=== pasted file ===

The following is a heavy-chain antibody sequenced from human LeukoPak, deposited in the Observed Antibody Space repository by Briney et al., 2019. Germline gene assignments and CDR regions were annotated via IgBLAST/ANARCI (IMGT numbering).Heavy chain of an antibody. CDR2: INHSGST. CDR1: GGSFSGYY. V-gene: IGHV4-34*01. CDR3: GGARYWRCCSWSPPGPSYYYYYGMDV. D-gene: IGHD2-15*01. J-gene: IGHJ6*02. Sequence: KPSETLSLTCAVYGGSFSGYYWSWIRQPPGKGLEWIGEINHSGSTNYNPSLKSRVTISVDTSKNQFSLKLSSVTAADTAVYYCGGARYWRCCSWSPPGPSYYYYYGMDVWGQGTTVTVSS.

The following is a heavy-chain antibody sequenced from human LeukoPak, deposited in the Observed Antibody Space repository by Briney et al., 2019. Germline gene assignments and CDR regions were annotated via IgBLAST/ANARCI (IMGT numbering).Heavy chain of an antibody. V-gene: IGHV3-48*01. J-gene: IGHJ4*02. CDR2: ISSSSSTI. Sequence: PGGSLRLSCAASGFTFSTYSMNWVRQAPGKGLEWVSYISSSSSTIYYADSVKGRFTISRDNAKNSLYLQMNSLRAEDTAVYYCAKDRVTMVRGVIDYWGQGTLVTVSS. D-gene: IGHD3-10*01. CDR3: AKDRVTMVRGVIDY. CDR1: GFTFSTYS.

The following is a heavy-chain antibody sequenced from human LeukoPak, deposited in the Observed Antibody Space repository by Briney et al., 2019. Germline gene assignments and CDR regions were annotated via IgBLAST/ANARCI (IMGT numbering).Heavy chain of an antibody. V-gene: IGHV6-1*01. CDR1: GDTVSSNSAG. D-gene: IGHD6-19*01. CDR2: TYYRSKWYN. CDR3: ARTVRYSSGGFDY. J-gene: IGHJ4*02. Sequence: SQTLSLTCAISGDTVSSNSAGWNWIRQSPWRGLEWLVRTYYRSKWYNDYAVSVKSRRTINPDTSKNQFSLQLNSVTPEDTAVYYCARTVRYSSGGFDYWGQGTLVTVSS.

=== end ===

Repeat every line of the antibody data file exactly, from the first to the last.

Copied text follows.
The following is a heavy-chain antibody sequenced from human LeukoPak, deposited in the Observed Antibody Space repository by Briney et al., 2019. Germline gene assignments and CDR regions were annotated via IgBLAST/ANARCI (IMGT numbering).Heavy chain of an antibody. CDR2: INHSGST. CDR1: GGSFSGYY. V-gene: IGHV4-34*01. CDR3: GGARYWRCCSWSPPGPSYYYYYGMDV. D-gene: IGHD2-15*01. J-gene: IGHJ6*02. Sequence: KPSETLSLTCAVYGGSFSGYYWSWIRQPPGKGLEWIGEINHSGSTNYNPSLKSRVTISVDTSKNQFSLKLSSVTAADTAVYYCGGARYWRCCSWSPPGPSYYYYYGMDVWGQGTTVTVSS.

The following is a heavy-chain antibody sequenced from human LeukoPak, deposited in the Observed Antibody Space repository by Briney et al., 2019. Germline gene assignments and CDR regions were annotated via IgBLAST/ANARCI (IMGT numbering).Heavy chain of an antibody. V-gene: IGHV3-48*01. J-gene: IGHJ4*02. CDR2: ISSSSSTI. Sequence: PGGSLRLSCAASGFTFSTYSMNWVRQAPGKGLEWVSYISSSSSTIYYADSVKGRFTISRDNAKNSLYLQMNSLRAEDTAVYYCAKDRVTMVRGVIDYWGQGTLVTVSS. D-gene: IGHD3-10*01. CDR3: AKDRVTMVRGVIDY. CDR1: GFTFSTYS.

The following is a heavy-chain antibody sequenced from human LeukoPak, deposited in the Observed Antibody Space repository by Briney et al., 2019. Germline gene assignments and CDR regions were annotated via IgBLAST/ANARCI (IMGT numbering).Heavy chain of an antibody. V-gene: IGHV6-1*01. CDR1: GDTVSSNSAG. D-gene: IGHD6-19*01. CDR2: TYYRSKWYN. CDR3: ARTVRYSSGGFDY. J-gene: IGHJ4*02. Sequence: SQTLSLTCAISGDTVSSNSAGWNWIRQSPWRGLEWLVRTYYRSKWYNDYAVSVKSRRTINPDTSKNQFSLQLNSVTPEDTAVYYCARTVRYSSGGFDYWGQGTLVTVSS.